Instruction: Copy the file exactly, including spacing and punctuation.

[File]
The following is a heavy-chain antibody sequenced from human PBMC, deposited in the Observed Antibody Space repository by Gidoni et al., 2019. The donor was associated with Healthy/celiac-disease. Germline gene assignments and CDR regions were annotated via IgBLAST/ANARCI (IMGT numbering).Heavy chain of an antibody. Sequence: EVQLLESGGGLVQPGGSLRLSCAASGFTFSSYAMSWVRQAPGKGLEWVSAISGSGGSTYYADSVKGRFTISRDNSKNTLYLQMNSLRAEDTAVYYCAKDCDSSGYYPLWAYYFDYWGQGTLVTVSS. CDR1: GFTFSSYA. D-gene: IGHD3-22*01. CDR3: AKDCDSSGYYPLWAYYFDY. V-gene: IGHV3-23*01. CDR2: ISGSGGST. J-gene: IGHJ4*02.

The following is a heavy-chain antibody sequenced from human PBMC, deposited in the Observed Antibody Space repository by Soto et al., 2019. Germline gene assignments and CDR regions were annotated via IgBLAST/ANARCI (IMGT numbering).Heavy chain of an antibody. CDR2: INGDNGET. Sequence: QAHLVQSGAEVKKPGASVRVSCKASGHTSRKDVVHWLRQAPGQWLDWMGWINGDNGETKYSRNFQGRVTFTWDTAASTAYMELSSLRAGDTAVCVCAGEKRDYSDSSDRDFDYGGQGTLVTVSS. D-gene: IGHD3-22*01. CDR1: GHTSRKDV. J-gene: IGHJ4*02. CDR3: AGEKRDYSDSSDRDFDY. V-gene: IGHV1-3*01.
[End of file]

The following is a heavy-chain antibody sequenced from human PBMC, deposited in the Observed Antibody Space repository by Gidoni et al., 2019. The donor was associated with Healthy/celiac-disease. Germline gene assignments and CDR regions were annotated via IgBLAST/ANARCI (IMGT numbering).Heavy chain of an antibody. Sequence: EVQLLESGGGLVQPGGSLRLSCAASGFTFSSYAMSWVRQAPGKGLEWVSAISGSGGSTYYADSVKGRFTISRDNSKNTLYLQMNSLRAEDTAVYYCAKDCDSSGYYPLWAYYFDYWGQGTLVTVSS. CDR1: GFTFSSYA. D-gene: IGHD3-22*01. CDR3: AKDCDSSGYYPLWAYYFDY. V-gene: IGHV3-23*01. CDR2: ISGSGGST. J-gene: IGHJ4*02.

The following is a heavy-chain antibody sequenced from human PBMC, deposited in the Observed Antibody Space repository by Soto et al., 2019. Germline gene assignments and CDR regions were annotated via IgBLAST/ANARCI (IMGT numbering).Heavy chain of an antibody. CDR2: INGDNGET. Sequence: QAHLVQSGAEVKKPGASVRVSCKASGHTSRKDVVHWLRQAPGQWLDWMGWINGDNGETKYSRNFQGRVTFTWDTAASTAYMELSSLRAGDTAVCVCAGEKRDYSDSSDRDFDYGGQGTLVTVSS. D-gene: IGHD3-22*01. CDR1: GHTSRKDV. J-gene: IGHJ4*02. CDR3: AGEKRDYSDSSDRDFDY. V-gene: IGHV1-3*01.